Peaceful assembly is a bedrock of democratic institutions. It allows people to bring attention to issues, demand change, and get answers from public officials. Without freedom of assembly, there are fewer channels between elections for people to use information and opportunities for participation in open government.
Assessing OGP member countries’ work in this space over the last decade, this report concluded the following:
- All governments have a duty to respect, protect, and promote freedom of assembly. International covenants, including the Open Government Declaration, oblige all governments to protect and promote people’s rights to peacefully protest and assemble.
- Some protections and commitments related to freedom of assembly remain weak. About half of all OGP governments have challenges to freedom of assembly, but lack any type of commitments.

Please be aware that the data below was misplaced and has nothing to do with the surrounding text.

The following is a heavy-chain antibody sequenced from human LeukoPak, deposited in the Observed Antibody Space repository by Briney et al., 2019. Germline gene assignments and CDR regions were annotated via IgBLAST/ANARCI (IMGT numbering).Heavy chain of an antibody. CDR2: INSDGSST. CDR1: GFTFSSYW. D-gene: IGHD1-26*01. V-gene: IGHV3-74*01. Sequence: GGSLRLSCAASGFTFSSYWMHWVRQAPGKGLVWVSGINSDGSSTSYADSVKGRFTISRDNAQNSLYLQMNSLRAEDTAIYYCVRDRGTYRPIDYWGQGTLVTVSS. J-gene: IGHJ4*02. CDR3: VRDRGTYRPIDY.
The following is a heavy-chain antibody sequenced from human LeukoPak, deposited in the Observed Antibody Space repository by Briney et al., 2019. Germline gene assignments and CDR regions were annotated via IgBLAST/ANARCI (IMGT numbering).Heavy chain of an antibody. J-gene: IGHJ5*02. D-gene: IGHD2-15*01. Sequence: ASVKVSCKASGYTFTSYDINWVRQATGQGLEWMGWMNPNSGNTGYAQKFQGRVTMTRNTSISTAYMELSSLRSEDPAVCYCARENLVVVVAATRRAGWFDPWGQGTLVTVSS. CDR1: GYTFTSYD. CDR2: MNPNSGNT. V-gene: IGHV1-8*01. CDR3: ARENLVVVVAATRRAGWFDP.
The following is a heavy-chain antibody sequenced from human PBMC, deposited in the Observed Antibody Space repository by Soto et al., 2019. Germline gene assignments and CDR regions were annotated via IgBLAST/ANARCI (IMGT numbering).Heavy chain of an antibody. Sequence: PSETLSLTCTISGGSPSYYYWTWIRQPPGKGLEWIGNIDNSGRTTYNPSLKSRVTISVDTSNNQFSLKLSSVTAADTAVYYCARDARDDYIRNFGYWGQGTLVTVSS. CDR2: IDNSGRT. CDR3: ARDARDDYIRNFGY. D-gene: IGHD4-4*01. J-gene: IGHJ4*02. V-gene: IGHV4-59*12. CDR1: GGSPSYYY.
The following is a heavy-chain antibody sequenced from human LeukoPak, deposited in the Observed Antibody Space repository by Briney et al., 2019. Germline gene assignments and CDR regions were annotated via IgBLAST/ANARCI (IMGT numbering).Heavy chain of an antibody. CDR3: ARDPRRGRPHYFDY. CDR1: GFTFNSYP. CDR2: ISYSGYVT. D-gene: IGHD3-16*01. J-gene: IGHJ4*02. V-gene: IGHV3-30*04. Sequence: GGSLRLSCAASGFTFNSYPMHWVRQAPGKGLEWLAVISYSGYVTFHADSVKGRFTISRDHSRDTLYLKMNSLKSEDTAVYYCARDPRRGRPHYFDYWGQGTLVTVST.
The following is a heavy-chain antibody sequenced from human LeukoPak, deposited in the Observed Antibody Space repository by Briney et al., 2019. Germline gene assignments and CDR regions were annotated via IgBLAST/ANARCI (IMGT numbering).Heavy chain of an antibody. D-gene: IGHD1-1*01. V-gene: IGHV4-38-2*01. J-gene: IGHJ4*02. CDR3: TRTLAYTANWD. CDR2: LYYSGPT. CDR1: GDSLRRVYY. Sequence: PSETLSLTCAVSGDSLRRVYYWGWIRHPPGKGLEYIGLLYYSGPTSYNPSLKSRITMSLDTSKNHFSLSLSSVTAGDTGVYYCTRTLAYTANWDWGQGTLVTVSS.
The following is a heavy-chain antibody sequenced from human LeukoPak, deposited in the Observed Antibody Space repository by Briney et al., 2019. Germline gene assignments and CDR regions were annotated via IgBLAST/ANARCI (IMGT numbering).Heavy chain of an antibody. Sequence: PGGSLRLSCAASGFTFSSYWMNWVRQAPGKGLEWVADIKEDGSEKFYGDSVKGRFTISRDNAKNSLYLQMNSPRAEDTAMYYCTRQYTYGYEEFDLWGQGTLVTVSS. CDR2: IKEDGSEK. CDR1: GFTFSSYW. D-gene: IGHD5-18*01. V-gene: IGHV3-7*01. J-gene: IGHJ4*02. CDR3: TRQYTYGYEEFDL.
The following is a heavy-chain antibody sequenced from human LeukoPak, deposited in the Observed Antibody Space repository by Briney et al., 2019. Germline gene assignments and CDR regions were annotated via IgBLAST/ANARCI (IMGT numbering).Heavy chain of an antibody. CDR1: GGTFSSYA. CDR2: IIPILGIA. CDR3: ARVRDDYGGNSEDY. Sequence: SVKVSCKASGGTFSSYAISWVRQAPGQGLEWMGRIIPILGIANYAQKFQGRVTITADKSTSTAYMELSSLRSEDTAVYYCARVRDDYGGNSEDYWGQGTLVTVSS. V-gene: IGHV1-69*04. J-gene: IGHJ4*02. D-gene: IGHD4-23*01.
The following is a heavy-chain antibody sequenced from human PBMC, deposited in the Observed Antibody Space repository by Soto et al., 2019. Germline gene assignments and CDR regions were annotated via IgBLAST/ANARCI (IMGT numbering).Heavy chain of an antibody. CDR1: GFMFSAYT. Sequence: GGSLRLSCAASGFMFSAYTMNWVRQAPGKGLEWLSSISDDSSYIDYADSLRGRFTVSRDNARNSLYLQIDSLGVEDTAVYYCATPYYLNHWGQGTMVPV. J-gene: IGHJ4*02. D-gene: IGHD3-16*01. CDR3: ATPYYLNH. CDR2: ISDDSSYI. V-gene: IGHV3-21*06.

- Restrictions affect demonstrations and protests in some OGP countries. Restrictions include police use of force. While many OGP countries do not have such restrictions, there has been limited peer interaction.
- Almost no OGP countries have commitments related to freedom of assembly.
- All OGP members could advance related policies and practices in five areas: 1) notification and permits; 2) police force, detention, and surveillance; 3) criminalization and penalties; 4) digital and online activities; and 5) non-state actors.